What was advertised in a colonial American newspaper 250 years ago today?
“All performed in the neatest and best manner.”
Blacksmiths Amos Atwell and Jonathan Ellis inserted an advertisement in the December 5, 1767, edition of the Providence Gazette to inform readers in “the Town and Country” that they had established a partnership and were “determined to carry on a large stroke of business.” Atwell and Ellis made a variety of items for use in the home, on the farm, in workshops, and aboard ships, including “broad and narrow axes, drawing knives, carpenters adzes, all sorts of coopers tools, farming tools, … kitchen utensils, and ships iron work of every kind.”
Shopkeepers in Providence and other colonial cities and towns frequently advertised a similar array of hardware, though they often indicated that they had imported their inventory from London and other English cities. In the face of assumptions that such goods might have been superior in quality to any produced locally, Atwell and Ellis concluded their advertisement with assurances that the items they sold had been made “in the neatest and best manner.” In so doing, they adopted a marketing strategy often deployed by colonial artisans. Advertisers of all sorts made appeals to the price and quality of their merchandise, but artisans – who produced the goods they sold – supplemented those common appeals with commentary about their own skill and expertise. Those attributes associated with individual artisans, not just the features of the goods they sold, played an important role in efforts to convince potential customers to purchase their wares.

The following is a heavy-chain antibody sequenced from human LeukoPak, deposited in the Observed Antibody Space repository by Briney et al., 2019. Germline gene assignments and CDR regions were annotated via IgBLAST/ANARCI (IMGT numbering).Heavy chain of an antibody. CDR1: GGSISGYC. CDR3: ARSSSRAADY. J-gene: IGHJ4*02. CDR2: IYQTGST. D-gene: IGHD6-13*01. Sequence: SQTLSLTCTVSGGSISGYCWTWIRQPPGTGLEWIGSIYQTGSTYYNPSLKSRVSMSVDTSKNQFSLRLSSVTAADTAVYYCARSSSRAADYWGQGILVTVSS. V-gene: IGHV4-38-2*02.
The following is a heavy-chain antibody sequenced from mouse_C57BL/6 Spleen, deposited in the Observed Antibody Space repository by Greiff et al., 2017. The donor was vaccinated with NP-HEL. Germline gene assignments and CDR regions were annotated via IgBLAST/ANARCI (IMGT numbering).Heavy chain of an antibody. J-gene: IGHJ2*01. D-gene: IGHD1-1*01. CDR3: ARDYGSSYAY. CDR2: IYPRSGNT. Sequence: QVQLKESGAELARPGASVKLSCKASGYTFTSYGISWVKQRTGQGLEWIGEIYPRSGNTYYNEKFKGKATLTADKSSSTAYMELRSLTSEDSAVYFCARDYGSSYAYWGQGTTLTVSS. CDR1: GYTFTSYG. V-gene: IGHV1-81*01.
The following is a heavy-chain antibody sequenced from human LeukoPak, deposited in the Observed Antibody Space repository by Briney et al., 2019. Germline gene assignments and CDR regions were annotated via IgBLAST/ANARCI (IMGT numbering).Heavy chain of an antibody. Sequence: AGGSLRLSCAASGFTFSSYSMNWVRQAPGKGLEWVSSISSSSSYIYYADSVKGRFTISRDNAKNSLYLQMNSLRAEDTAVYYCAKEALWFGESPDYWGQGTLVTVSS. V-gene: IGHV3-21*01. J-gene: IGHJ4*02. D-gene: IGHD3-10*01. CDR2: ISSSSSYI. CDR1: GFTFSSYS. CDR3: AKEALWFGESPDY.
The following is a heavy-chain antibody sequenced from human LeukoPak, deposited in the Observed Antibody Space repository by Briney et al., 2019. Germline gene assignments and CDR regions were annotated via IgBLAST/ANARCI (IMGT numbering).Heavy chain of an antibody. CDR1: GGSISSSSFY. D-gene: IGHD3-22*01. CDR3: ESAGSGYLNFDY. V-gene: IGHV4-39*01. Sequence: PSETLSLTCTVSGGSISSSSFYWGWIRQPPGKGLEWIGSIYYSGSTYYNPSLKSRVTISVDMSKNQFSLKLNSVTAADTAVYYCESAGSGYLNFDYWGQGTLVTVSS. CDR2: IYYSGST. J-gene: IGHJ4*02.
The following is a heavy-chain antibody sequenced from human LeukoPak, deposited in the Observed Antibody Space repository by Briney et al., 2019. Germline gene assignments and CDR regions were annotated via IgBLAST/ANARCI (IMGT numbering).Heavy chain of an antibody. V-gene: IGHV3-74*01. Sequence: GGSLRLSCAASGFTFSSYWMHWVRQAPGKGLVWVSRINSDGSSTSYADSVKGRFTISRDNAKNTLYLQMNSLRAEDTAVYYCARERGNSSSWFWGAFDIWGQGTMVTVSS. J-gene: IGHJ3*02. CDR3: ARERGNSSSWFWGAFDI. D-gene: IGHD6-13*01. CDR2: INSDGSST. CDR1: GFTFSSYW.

Atwell and Ellis also promised to serve their patrons “with fidelity and dispatch,” but invoking those qualities fell into the realm of customer service rather than artisanal skill and expertise. Merchants and shopkeepers also played on personal characteristics of “fidelity and dispatch” when describing how they interacted with customers, but rarely did they express the sort of intrinsic responsibility for the quality of their merchandise that artisans made part of their testament to potential patrons.